Since we live over 5,500 miles from our homeland, an annual pilgrimage is in order if for no other reason than to give the grandparents some quality time with their grandkids. Beyond the appeal of spending time with family and friends, another reason we continue to return to Oregon for “holidays” is to allow the kids to establish a stronger connection with nature – or at least with animals.
In my parents’ backyard, we can practically watch the entire cast of Bambi go by. There are numerous birds, but also squirrels, skunks, raccoons, and deer. Lots of deer. They wander down from the mountains in the summer and are enough of a nuisance that great thought is given to which plants the deer won’t eat.
Despite the deer’s affinity for foraging in my dad’s flowerbeds and upsetting the dog, we delight in watching them. We get a kick out of watching Grandpa try to scare them away with all kinds of noisemakers; his latest contraption is a plastic milk carton full of ball bearings. Send it spinning through the air and the deer are startled enough to at least stay on the edge of the property.
Another treat is being able to spend time along the 300 miles of pristine Oregon coastline. It’s not unusual to walk down to a beach and find that we have miles of shoreline to ourselves. Nestled in the rainforest along the coast outside of Bandon, there is an unlikely wildlife refuge and breeding facility where families can walk freely among peacocks, goats, rams, deer, and llamas while watching bears, tigers, giraffes, moose, and other large mammals in their enclosures.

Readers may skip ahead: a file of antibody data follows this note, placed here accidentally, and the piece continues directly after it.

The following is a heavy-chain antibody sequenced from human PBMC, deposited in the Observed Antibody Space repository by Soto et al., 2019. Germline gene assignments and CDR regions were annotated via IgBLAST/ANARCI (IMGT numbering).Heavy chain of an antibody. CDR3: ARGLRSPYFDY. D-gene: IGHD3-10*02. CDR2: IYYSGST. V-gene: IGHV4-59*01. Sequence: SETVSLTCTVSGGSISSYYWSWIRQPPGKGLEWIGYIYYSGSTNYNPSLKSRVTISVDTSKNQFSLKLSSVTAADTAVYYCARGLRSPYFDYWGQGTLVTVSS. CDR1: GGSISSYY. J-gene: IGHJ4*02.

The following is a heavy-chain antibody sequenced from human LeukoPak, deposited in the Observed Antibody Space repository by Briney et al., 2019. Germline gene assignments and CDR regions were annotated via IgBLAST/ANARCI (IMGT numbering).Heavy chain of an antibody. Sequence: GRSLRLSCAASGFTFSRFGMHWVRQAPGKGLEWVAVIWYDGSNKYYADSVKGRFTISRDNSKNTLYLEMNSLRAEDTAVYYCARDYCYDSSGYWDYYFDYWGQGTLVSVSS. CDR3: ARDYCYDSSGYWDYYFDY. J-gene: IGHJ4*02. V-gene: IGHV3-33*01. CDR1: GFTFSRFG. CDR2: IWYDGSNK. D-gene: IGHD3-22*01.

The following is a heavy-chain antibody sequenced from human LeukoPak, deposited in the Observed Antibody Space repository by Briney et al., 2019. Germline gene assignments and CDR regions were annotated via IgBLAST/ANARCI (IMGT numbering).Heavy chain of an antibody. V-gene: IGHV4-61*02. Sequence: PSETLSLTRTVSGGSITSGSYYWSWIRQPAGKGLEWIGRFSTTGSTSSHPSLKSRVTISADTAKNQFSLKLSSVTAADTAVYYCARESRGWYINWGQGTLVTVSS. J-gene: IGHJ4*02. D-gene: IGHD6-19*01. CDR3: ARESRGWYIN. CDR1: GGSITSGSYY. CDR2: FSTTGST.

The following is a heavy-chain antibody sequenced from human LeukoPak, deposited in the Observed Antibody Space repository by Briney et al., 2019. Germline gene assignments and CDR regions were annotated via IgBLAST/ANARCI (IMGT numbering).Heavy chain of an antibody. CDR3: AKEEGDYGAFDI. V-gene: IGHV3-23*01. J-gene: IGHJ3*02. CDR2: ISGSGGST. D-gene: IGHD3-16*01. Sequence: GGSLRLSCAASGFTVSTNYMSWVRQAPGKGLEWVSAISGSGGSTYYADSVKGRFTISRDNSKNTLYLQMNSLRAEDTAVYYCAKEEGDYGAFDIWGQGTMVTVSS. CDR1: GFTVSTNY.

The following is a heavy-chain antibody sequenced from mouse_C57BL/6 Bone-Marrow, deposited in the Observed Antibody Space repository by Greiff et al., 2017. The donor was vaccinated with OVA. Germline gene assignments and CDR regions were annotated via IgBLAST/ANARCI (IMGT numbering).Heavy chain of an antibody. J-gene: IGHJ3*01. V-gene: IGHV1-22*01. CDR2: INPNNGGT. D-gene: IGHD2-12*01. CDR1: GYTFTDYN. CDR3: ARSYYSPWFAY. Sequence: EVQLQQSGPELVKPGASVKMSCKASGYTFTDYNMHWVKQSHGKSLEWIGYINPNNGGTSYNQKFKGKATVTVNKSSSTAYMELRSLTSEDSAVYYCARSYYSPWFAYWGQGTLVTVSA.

It’s an interesting experience, especially for the kids. Still, all of that is trumped whenever the staff brings out the baby panthers, tigers, and bear cubs for a few lucky individuals to feed and play with. Last summer, we got to interact with a pair of Bengal tiger cubs and bottle-feed a black panther cub.
Yet, as special as these “wild” encounters are, I know that the animals our kids enjoy the most are the cats, dogs, and other pets that belong to our friends and family. No matter who we visit, there always seems to be at least a dog or a cat under foot. The kids will spend hours chasing after my folk’s dog, Flurry, a bichon frisé who rarely lets their little hands actually come into contact with his snow-white fur. Even though he manages to remain just out of reach, Flurry is equally curious about the kids and what they are up to. He marches around the house like a sentry keeping tabs on each of them. We suspect that in another life, Flurry must have been a nanny.
No pet is safe from my children’s curiosity. Last summer, one of the neighborhood ladies took her small dog and pet ferret out for regular walks past my folks’ house. The kids asked if they could pet her dog and play with her ferret. Ryder went so far as to place his head on the grass to try and coax the ferret into giving him a kiss, but he only managed to get sniffed.
All of these experiences give our children a greater appreciation for animals and lead to many interesting discussions about wildlife and our responsibility as custodians of the Earth. Well, that’s how I usually try to steer the conversations; most of the time, they result in the kids asking why we can’t get a dog. Maybe this year, we should just stick to the science museums and skip the animals.
About the Illustrator
Helen Wong (age 18) is in Year 12 at Yew Chung International School of Beijing. Originally from Hong Kong, she is currently taking higher level IB visual art. She enjoys painting and graphic design. Helen wants to be an illustrator in the future.
This article originally appeared on p56 of the beijingkids June 2015 issue. Click here to read the issue for free on Issuu.com. To find out how you can get your own copy, email firstname.lastname@example.org.